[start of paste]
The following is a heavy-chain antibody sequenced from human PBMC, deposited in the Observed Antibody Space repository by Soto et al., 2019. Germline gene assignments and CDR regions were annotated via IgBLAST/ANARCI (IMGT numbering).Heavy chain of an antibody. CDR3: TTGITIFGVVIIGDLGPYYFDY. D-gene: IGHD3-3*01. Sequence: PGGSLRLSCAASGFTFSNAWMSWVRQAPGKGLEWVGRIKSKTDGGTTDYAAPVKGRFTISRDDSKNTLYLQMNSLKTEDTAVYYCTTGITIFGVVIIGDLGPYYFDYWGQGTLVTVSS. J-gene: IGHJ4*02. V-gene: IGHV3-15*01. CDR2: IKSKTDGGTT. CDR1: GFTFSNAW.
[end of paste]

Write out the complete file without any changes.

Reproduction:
The following is a heavy-chain antibody sequenced from human PBMC, deposited in the Observed Antibody Space repository by Soto et al., 2019. Germline gene assignments and CDR regions were annotated via IgBLAST/ANARCI (IMGT numbering).Heavy chain of an antibody. CDR3: TTGITIFGVVIIGDLGPYYFDY. D-gene: IGHD3-3*01. Sequence: PGGSLRLSCAASGFTFSNAWMSWVRQAPGKGLEWVGRIKSKTDGGTTDYAAPVKGRFTISRDDSKNTLYLQMNSLKTEDTAVYYCTTGITIFGVVIIGDLGPYYFDYWGQGTLVTVSS. J-gene: IGHJ4*02. V-gene: IGHV3-15*01. CDR2: IKSKTDGGTT. CDR1: GFTFSNAW.